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We Were Promised Jetpacks: In The Pit Of The Stomach

We Were Promised Jetpacks’ second album, In The Pit Of The Stomach, continues in the grand tradition of UK rockers following up sensational debut LPs with similar-sounding albums, only darker and louder. In 2009, These Four Walls propelled the band to the head of an already bright young class of Scottish acts, with its swift tempos, big guitar sound, and Adam Thompson’s attempts to record his impressions of life as it rushes by. In The Pit Of The Stomach opens with “Circles And Squares,” which from its lyrics about the patterns people follow to its dynamic sound—marked by cymbal-heavy clatter and rapid strumming—declares that We Were Promised Jetpacks isn’t planning any radical departures. “Circles And Squares” also reveals what two years of touring has done for the band. It’s not just that the songs on In The Pit Of The Stomach are tighter than the ones on These Four Walls, it’s that they now seem engineered to pin concertgoers to the back of the club.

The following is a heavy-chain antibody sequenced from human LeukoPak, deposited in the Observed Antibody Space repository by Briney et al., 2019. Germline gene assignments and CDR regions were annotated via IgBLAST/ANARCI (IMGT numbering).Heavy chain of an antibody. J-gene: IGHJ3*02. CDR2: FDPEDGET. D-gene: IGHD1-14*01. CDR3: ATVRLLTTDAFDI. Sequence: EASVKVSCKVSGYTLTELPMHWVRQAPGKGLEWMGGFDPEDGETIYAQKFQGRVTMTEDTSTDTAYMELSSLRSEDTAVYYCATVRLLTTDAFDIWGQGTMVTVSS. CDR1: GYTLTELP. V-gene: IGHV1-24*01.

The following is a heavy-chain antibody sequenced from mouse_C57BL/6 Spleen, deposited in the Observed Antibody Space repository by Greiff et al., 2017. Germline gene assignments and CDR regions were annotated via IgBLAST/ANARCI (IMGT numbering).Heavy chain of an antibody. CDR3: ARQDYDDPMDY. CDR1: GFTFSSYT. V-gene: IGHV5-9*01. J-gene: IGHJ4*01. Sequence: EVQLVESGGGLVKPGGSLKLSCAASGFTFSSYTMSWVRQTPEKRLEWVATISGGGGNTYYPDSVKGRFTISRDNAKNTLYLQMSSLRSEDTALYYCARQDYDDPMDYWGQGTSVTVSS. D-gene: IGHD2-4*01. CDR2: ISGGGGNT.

Sure, the thrill of discovery is missing; in ’09, We Were Promised Jetpacks’ amped-up version of the already-mammoth early-’80s guitar-rock of U2 and Big Country was a welcome surprise, while now, it’s what’s expected. But Thompson and company do play more with rumbly atmospherics—sometimes to good effect, as on the forlorn-yet-speedy “Act On Impulse,” and sometimes indistinctly, as on the pretty-but-listless “Sore Thumb.” And the overall emphasis on brute force gives In The Pit Of The Stomach a hard kick early and an even-harder shove late, once We Were Promised Jetpacks gets to the devastating double-time ragers “Boy In The Backseat” and “Human Error.” These two songs plus the resounding “Pear Tree” end the album with impressive bluster, and stirring reminders about the power of the individual: to screw up, to fight on, to howl into the night.


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